In The Poetics of Space, Gaston Bachelard proposes that rooms, the spaces we inhabit, reflect inner rooms; our conscious and subconscious selves. George and Krampien map these interiors, using their subjective experiences to communicate broader, universal feelings of longing, self-doubt, dislocation, self-examination, and anxiety.
Since returning to Australia after living in Portland, Oregon for ten years, Mel George has focused on her nostalgic feelings toward the places she no longer inhabits. The push and pull from the two places she calls home is expressed in Corona Borealis (2014) and Corona Australis (2014). Both works are comprised of a series of gilded oval frames depicting northern and southern hemisphere constellations, respectively. The frames, however, are configured to match a constellation opposing the hemisphere being presented in each frame. Referencing family pictures that tell us who we are genealogically, these works describe a new form of identity based on the places we’ve called home.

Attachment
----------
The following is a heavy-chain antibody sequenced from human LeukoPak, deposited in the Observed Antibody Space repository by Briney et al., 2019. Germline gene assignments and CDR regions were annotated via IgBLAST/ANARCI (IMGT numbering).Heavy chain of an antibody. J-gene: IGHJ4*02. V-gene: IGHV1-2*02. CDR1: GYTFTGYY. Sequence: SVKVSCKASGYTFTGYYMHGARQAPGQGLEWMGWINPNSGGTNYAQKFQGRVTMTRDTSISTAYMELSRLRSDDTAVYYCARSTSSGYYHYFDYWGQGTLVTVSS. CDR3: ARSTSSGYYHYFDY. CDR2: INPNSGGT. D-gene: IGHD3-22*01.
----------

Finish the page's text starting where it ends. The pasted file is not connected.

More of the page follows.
Sometimes You Just Have to Lick Batteries (2015), a series of hand drawn and screen-printed self-portraits by Louise Krampien, depict the artist placing a nine-volt battery against her tongue. The action turns the vibrantly hued lines and backgrounds acidic. This abject twist runs throughout Krampien’s new body of work. In Have I Become a ‘Cat Lady’? (2015), Louise strokes an elephant-sized house cat. The cat distractedly toys with Louise’s severed leg as stuffing spills across the floor. The artist explains that she is interested in “how mental uneasiness can express itself physically.” To Krampien, the resulting fantastical self-portraits present “quaintly masochistic” scenarios, the “positives and negatives of life,” as well as “self-examination and self-diagnostics.”